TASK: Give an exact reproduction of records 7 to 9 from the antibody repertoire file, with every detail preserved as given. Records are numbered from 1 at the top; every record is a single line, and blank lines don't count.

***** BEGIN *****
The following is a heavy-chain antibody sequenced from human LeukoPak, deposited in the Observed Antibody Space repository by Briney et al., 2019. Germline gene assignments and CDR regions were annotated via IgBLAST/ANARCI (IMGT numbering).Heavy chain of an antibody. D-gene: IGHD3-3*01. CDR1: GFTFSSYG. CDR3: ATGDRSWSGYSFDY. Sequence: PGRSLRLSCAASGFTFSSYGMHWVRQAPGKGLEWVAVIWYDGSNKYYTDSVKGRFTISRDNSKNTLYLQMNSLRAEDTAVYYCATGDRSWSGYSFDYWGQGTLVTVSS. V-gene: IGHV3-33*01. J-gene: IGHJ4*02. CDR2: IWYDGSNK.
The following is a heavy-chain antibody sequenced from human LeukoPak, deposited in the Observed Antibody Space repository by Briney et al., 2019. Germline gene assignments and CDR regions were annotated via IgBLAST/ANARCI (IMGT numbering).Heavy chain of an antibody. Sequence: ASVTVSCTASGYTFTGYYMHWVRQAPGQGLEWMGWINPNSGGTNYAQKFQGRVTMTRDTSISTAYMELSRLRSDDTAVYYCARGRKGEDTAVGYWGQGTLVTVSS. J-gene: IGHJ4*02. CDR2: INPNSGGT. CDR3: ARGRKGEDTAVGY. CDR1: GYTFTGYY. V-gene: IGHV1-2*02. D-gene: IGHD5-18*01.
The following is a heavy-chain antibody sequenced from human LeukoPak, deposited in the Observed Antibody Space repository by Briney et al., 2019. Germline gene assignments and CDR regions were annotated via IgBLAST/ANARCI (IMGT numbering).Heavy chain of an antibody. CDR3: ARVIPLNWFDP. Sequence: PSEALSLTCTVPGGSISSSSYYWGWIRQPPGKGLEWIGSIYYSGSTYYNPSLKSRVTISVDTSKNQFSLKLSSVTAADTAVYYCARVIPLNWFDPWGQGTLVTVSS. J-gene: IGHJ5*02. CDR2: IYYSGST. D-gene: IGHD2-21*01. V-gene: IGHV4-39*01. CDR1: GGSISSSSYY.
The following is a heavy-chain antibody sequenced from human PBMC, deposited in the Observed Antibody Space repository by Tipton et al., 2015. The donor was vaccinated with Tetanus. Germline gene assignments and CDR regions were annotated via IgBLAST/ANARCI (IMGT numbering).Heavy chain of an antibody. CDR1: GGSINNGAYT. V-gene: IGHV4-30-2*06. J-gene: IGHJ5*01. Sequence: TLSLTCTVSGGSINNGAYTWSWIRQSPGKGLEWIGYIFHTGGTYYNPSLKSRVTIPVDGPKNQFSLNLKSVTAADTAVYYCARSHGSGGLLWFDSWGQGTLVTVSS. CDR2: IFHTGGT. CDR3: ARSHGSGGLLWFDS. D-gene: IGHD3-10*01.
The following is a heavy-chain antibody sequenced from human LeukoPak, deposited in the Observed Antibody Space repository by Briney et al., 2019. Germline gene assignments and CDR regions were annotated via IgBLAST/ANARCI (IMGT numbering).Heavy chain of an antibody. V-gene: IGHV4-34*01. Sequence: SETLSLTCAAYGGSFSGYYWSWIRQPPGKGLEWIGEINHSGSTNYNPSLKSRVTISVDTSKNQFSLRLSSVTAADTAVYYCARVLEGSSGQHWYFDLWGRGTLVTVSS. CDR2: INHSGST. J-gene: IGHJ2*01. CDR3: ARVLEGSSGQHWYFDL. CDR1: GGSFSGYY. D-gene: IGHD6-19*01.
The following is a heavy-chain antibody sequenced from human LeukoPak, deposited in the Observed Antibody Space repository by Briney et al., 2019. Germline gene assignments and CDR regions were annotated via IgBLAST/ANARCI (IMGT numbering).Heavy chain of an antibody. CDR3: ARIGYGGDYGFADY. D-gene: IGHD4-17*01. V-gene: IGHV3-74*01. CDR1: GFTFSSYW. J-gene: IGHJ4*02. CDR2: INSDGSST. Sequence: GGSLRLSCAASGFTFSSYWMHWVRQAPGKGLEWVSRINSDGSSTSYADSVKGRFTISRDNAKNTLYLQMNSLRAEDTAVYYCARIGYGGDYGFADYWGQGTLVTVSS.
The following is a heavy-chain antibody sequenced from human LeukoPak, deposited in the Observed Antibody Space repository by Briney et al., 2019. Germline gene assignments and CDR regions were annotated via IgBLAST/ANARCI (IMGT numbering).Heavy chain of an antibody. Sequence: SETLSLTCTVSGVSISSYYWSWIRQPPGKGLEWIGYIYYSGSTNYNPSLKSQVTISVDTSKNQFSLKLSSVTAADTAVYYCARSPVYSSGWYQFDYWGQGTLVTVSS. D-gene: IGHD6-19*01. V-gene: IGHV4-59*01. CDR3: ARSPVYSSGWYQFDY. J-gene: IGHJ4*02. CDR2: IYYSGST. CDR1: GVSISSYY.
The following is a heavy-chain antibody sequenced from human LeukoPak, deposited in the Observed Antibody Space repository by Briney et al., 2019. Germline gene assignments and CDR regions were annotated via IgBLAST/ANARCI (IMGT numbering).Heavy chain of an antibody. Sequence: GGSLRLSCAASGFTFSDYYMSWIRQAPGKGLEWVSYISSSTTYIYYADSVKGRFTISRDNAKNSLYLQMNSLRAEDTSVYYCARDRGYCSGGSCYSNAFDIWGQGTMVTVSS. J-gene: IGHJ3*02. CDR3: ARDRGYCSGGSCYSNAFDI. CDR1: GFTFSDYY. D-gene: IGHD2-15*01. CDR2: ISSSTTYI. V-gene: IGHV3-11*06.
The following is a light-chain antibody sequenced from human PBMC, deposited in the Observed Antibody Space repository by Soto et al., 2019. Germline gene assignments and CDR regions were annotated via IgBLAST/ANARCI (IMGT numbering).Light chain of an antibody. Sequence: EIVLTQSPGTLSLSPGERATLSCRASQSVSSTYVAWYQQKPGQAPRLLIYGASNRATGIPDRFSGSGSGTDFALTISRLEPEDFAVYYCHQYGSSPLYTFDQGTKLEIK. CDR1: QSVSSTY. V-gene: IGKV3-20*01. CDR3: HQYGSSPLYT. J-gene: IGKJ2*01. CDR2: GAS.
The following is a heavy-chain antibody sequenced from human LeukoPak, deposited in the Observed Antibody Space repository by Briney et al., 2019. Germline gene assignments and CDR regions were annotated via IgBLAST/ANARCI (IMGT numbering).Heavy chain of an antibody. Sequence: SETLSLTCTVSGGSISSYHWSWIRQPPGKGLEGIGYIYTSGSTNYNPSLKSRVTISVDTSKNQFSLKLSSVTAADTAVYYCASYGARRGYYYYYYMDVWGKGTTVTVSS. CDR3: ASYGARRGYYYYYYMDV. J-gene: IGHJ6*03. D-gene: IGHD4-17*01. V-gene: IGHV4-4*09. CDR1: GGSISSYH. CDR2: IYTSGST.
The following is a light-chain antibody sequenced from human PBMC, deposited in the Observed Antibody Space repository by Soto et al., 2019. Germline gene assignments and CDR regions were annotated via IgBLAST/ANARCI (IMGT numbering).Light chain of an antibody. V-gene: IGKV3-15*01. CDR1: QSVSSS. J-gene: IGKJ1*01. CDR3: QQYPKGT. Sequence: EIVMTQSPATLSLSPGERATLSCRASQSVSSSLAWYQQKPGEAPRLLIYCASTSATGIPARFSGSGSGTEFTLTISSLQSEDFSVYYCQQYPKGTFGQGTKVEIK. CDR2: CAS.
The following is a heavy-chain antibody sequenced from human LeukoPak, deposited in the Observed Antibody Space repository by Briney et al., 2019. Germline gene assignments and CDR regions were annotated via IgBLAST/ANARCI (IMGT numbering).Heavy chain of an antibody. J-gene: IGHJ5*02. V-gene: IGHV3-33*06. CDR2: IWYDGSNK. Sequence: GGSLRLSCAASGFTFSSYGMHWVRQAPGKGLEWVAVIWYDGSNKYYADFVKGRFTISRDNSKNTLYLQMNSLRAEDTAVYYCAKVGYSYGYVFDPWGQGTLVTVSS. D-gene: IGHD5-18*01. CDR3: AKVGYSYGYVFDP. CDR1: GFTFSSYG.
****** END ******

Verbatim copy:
The following is a heavy-chain antibody sequenced from human LeukoPak, deposited in the Observed Antibody Space repository by Briney et al., 2019. Germline gene assignments and CDR regions were annotated via IgBLAST/ANARCI (IMGT numbering).Heavy chain of an antibody. Sequence: SETLSLTCTVSGVSISSYYWSWIRQPPGKGLEWIGYIYYSGSTNYNPSLKSQVTISVDTSKNQFSLKLSSVTAADTAVYYCARSPVYSSGWYQFDYWGQGTLVTVSS. D-gene: IGHD6-19*01. V-gene: IGHV4-59*01. CDR3: ARSPVYSSGWYQFDY. J-gene: IGHJ4*02. CDR2: IYYSGST. CDR1: GVSISSYY.
The following is a heavy-chain antibody sequenced from human LeukoPak, deposited in the Observed Antibody Space repository by Briney et al., 2019. Germline gene assignments and CDR regions were annotated via IgBLAST/ANARCI (IMGT numbering).Heavy chain of an antibody. Sequence: GGSLRLSCAASGFTFSDYYMSWIRQAPGKGLEWVSYISSSTTYIYYADSVKGRFTISRDNAKNSLYLQMNSLRAEDTSVYYCARDRGYCSGGSCYSNAFDIWGQGTMVTVSS. J-gene: IGHJ3*02. CDR3: ARDRGYCSGGSCYSNAFDI. CDR1: GFTFSDYY. D-gene: IGHD2-15*01. CDR2: ISSSTTYI. V-gene: IGHV3-11*06.
The following is a light-chain antibody sequenced from human PBMC, deposited in the Observed Antibody Space repository by Soto et al., 2019. Germline gene assignments and CDR regions were annotated via IgBLAST/ANARCI (IMGT numbering).Light chain of an antibody. Sequence: EIVLTQSPGTLSLSPGERATLSCRASQSVSSTYVAWYQQKPGQAPRLLIYGASNRATGIPDRFSGSGSGTDFALTISRLEPEDFAVYYCHQYGSSPLYTFDQGTKLEIK. CDR1: QSVSSTY. V-gene: IGKV3-20*01. CDR3: HQYGSSPLYT. J-gene: IGKJ2*01. CDR2: GAS.